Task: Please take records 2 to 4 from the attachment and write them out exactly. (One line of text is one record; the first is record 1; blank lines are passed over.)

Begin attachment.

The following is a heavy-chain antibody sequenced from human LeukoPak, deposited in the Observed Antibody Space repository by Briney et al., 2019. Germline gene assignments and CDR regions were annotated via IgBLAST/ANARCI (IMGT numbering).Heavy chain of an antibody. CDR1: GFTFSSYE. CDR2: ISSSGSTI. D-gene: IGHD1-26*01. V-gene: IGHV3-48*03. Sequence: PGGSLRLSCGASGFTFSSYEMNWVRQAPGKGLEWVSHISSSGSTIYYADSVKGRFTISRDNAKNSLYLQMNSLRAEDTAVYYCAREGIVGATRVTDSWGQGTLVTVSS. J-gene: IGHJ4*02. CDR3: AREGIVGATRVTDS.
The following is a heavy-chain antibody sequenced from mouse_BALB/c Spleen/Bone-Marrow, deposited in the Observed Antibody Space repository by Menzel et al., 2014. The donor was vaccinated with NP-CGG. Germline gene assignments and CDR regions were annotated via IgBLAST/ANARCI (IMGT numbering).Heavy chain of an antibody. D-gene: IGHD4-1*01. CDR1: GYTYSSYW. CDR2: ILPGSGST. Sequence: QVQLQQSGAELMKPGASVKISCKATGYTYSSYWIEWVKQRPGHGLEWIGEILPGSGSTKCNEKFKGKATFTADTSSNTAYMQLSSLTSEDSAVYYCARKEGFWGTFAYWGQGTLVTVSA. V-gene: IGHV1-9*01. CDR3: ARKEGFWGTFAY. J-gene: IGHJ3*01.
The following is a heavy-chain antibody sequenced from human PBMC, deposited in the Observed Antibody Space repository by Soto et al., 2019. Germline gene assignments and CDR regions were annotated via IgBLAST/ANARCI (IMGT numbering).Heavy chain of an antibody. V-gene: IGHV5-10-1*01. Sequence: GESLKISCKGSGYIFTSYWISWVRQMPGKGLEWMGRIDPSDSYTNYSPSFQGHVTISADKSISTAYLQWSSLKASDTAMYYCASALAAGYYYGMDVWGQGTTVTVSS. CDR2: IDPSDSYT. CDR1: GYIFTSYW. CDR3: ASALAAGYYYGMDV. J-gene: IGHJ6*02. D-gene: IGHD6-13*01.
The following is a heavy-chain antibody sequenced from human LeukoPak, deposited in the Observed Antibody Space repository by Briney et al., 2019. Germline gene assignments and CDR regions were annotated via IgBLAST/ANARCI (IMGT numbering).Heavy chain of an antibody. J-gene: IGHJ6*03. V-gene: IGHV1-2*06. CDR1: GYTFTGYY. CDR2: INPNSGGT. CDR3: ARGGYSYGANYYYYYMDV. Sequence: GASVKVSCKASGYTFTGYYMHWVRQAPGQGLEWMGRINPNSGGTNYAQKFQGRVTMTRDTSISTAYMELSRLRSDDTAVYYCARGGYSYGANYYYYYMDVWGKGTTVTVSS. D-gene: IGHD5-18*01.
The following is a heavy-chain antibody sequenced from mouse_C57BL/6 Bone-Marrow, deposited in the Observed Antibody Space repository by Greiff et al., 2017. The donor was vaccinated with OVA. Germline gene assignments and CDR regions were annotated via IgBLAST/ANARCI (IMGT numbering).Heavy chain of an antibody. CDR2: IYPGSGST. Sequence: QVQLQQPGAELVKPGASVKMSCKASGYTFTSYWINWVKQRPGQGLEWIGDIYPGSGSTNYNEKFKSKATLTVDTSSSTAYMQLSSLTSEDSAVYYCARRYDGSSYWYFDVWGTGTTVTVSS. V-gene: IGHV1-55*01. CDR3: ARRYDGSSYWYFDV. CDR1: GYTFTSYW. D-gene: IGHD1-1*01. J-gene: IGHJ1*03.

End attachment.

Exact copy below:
The following is a heavy-chain antibody sequenced from mouse_BALB/c Spleen/Bone-Marrow, deposited in the Observed Antibody Space repository by Menzel et al., 2014. The donor was vaccinated with NP-CGG. Germline gene assignments and CDR regions were annotated via IgBLAST/ANARCI (IMGT numbering).Heavy chain of an antibody. D-gene: IGHD4-1*01. CDR1: GYTYSSYW. CDR2: ILPGSGST. Sequence: QVQLQQSGAELMKPGASVKISCKATGYTYSSYWIEWVKQRPGHGLEWIGEILPGSGSTKCNEKFKGKATFTADTSSNTAYMQLSSLTSEDSAVYYCARKEGFWGTFAYWGQGTLVTVSA. V-gene: IGHV1-9*01. CDR3: ARKEGFWGTFAY. J-gene: IGHJ3*01.
The following is a heavy-chain antibody sequenced from human PBMC, deposited in the Observed Antibody Space repository by Soto et al., 2019. Germline gene assignments and CDR regions were annotated via IgBLAST/ANARCI (IMGT numbering).Heavy chain of an antibody. V-gene: IGHV5-10-1*01. Sequence: GESLKISCKGSGYIFTSYWISWVRQMPGKGLEWMGRIDPSDSYTNYSPSFQGHVTISADKSISTAYLQWSSLKASDTAMYYCASALAAGYYYGMDVWGQGTTVTVSS. CDR2: IDPSDSYT. CDR1: GYIFTSYW. CDR3: ASALAAGYYYGMDV. J-gene: IGHJ6*02. D-gene: IGHD6-13*01.
The following is a heavy-chain antibody sequenced from human LeukoPak, deposited in the Observed Antibody Space repository by Briney et al., 2019. Germline gene assignments and CDR regions were annotated via IgBLAST/ANARCI (IMGT numbering).Heavy chain of an antibody. J-gene: IGHJ6*03. V-gene: IGHV1-2*06. CDR1: GYTFTGYY. CDR2: INPNSGGT. CDR3: ARGGYSYGANYYYYYMDV. Sequence: GASVKVSCKASGYTFTGYYMHWVRQAPGQGLEWMGRINPNSGGTNYAQKFQGRVTMTRDTSISTAYMELSRLRSDDTAVYYCARGGYSYGANYYYYYMDVWGKGTTVTVSS. D-gene: IGHD5-18*01.